Nick van Dijk
Transactional emails are often dubbed "the emails your recipients want to get." Contrary to marketing emails, where not everyone is on the edge of their seat waiting for it to hit their inbox. Sometimes, however, even your transactional emails can be marked as spam. And the more spam complaints your domain gets, the lower its reputation. The lower your domain's reputation, the lower the chances inboxes (like Gmail or Outlook) will accept your following email. Let's look at how that works and how you can prevent your following email from landing in the spam folder.
From the moment your emails have been delivered to an inbox, recipients are given the possibility to mark them as 'unwanted' or 'spam'. Often, the inbox provider sends feedback to the original sender (e.g., Flowmailer) about this action - a so-called feedback loop. The more these markings, the more alarm bells will start ringing at these inbox providers' spam filters.
The total sum of spam markings (or: complaints) should never exceed 0.03% of your total amount of transactional emails sent. The industry benchmark for marketing emails is <0.1%. This percentage is what we call a complaint rate.
The complaint rate is calculated by dividing the number of complaints by the number of messages delivered to your recipients' inboxes. So, if you're sending out 100,000 emails per month, 3000 spam complaints are the maximum amount of complaints you should statistically get.
Though three thousand people hitting "spam" on your emails sounds like a lot, there are a few reasons why they would.
Over the years, we've seen plenty of reasons for people to hit spam on marketing and transactional emails. Though it seems more evident for marketing emails, with subliminal reasons such as brand fatigue, transactional emails have been marked as spam quite a few times by their recipients. Often unaware of the consequence of not receiving emails from your brand at all, there are five distinct reasons why people mark your transactional emails as unwanted:
We love a beautifully designedtransactional email with cross-selling opportunitiesand highly personalized content, as long as it meets the golden ratio of 80% transactional and 20% marketing content. Marketing can help a recipient take the action you want them to take, but when a transactional email feels too sales-y, people will mark the email as spam.
Many transactional emails are sent from various systems without a (working) way of managing preferences. We've seen many triggered / system / transactional emails we did not want to receive anymore but could not find a way to unsubscribe. You don't have to put an unsubscribe email in a transactional email - but it's always better than people marking you as spam.
Another reason for getting marked as 'spam' is when you hit a spam trap. Spam traps are (abandoned) email inboxes that are now dedicated to eradicating spam emails. They were once functioning email addresses but have not been used for years at are now taken over by someone who will mark every incoming email as spam. Good data hygiene is therefore of great importance, both on the lead capturing side as well as with existing customers.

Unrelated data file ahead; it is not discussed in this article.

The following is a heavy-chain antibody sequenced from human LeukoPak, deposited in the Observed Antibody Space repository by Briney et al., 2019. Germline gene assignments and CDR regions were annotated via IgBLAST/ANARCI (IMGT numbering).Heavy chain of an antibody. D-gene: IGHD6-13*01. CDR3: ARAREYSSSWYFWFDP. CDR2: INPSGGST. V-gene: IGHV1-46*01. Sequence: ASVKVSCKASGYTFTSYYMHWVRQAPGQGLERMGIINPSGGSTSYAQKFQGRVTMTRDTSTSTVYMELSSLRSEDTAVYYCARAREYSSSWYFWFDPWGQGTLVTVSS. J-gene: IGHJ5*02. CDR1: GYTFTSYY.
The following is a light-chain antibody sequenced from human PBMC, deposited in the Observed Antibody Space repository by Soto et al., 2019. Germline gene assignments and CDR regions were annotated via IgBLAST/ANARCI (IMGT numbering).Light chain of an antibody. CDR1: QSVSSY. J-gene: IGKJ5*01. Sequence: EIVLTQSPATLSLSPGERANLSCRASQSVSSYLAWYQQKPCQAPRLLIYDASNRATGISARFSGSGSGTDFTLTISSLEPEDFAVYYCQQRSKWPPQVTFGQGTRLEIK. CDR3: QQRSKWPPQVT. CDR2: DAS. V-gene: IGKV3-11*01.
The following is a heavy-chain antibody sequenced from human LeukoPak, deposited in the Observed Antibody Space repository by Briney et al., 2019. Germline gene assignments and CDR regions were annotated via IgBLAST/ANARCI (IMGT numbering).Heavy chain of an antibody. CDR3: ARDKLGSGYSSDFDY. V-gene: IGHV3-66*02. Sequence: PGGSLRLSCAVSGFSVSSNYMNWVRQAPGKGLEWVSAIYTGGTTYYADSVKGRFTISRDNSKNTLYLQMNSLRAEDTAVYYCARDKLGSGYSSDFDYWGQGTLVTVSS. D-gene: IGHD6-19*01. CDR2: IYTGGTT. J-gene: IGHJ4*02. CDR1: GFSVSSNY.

Though it sounds a bit far-fetched, the highest spam complaints we see are typically on legitimate invoice emails. It's not uncommon for this type of email to go over the 0.03% complaint rate. There's nothing wrong with the email; the recipient doesn't feel like paying the invoice. And if you don't have the email, you don't have to pay... right?
This happens more often than you might think. It's happened to us more than once, too. However, this can never be the sole reason your complaint rate is over 0.03% - unless you're sending to just 30 people. These recipients will most likely remove the spam flagging after reaching out to them.
With a diaspora of email flows, it can be hard to keep track of your complaint rates - if the sending systems provide those at all. Given that we're not all email administrators, you can easily get lost in the data when diving into the statistics and determining if your complaint rate is up to par. In Flowmailer, you can easily connect sources, overview your deliverability data (including complaint rate), and view message details. Below's an overview of the message details you can view on our platform.
To keep your complaint rate as low as possible, you have to act when your complaint rate is inclining. A steady complaint rate of up to 0.03% is nothing to worry about, but when it increases for no apparent reason, you'll need to investigate the issue. Here are a few things you can do in Flowmailer to investigate your complaint rate:
These checks should give you an idea of your scenario and how you can act upon it. When you find out where most of the complaints come from, you can optimize the funnel of those emails; from form fill to feedback management. In any case, it's good to follow best practices on transactional email design and deliverability to prevent a high complaint rate. If you have questions about your (increasing) complaint rate, feel free to contact our professional services team!
There's a bunch of reasons why recipients would even mark your transactional emails as spam. Though there are specific messages that can cross this line, 0.03% is the maximum complaint rate you should get on your emails. By monitoring your email streams, with a platform such as Flowmailer, you can prevent this from becoming a problem to your deliverability.
Like a true Business Developer, Nick knows what is going on in customer projects, analyzes pitfalls, and writes about what he sees happening with (potential) customers - so you don't make the same mistakes.
With years of experience in the email (marketing) industry, Tom currently manages the marketing department at Flowmailer. In this role, he mainly writes about transactional email, email deliverability, and the API-first economy.